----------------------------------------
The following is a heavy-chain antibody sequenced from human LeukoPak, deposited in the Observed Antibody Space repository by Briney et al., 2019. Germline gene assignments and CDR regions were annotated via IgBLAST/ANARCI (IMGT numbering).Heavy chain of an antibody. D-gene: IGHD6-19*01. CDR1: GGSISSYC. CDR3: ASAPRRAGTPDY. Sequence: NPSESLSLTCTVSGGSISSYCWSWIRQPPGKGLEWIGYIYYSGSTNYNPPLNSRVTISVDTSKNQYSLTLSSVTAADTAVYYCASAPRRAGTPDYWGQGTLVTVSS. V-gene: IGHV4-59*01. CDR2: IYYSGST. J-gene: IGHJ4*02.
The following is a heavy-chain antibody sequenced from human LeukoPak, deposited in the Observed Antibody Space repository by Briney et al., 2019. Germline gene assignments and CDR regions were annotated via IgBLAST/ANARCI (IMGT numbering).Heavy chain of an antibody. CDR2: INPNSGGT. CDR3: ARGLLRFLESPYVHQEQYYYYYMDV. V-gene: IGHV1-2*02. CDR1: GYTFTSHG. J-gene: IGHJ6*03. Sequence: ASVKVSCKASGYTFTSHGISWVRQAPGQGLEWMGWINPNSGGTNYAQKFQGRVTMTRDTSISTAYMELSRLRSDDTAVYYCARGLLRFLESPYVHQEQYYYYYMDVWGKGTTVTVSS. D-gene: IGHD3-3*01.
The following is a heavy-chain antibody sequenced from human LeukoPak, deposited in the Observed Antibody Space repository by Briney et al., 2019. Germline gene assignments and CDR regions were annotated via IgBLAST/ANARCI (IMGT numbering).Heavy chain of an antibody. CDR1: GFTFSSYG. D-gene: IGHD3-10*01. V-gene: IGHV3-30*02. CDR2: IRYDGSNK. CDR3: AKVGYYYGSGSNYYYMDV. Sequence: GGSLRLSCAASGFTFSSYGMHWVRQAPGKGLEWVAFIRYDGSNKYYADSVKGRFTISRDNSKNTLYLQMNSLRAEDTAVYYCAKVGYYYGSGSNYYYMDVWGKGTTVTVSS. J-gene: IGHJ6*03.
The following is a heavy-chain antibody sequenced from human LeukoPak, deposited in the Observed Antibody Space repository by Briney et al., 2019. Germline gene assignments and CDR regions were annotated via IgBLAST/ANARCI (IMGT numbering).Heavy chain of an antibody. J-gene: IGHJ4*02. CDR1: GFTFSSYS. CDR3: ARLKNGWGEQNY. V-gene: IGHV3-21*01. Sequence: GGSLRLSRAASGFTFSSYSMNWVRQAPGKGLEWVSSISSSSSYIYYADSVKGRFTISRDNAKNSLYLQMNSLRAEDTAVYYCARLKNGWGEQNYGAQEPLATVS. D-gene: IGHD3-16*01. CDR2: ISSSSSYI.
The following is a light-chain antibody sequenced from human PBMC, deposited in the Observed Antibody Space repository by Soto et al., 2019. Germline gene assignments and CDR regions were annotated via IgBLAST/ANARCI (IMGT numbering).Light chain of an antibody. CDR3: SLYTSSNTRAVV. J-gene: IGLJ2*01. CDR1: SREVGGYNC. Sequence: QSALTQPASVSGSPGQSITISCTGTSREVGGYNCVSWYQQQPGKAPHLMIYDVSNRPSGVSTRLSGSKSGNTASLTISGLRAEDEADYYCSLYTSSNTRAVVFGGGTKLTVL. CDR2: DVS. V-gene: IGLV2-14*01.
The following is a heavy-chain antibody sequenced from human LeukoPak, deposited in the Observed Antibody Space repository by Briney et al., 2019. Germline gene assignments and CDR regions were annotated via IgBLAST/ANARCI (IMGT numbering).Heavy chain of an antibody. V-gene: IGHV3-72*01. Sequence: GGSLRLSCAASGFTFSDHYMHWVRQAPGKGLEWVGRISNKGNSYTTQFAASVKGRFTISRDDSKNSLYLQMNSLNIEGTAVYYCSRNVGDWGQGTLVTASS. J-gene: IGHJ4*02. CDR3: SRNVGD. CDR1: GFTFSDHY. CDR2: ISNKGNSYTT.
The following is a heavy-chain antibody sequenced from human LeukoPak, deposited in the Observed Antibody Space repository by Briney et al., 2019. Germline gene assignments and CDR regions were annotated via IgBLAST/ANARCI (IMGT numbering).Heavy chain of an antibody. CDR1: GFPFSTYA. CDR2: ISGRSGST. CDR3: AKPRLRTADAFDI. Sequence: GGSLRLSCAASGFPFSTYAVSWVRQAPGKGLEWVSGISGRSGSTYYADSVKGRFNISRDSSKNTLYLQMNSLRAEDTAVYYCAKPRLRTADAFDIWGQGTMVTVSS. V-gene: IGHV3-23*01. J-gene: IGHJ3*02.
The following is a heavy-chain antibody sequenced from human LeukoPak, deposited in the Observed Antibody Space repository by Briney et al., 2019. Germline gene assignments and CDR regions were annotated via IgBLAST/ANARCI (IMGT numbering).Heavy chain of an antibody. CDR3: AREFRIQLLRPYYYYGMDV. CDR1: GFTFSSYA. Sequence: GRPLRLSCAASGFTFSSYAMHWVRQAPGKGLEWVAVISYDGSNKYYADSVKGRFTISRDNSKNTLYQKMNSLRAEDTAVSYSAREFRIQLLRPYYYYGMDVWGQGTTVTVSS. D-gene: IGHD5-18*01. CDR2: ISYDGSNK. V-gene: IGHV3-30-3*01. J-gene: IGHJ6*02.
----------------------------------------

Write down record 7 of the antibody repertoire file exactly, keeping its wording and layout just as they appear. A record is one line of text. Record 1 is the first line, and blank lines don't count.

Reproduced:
The following is a heavy-chain antibody sequenced from human LeukoPak, deposited in the Observed Antibody Space repository by Briney et al., 2019. Germline gene assignments and CDR regions were annotated via IgBLAST/ANARCI (IMGT numbering).Heavy chain of an antibody. CDR1: GFPFSTYA. CDR2: ISGRSGST. CDR3: AKPRLRTADAFDI. Sequence: GGSLRLSCAASGFPFSTYAVSWVRQAPGKGLEWVSGISGRSGSTYYADSVKGRFNISRDSSKNTLYLQMNSLRAEDTAVYYCAKPRLRTADAFDIWGQGTMVTVSS. V-gene: IGHV3-23*01. J-gene: IGHJ3*02.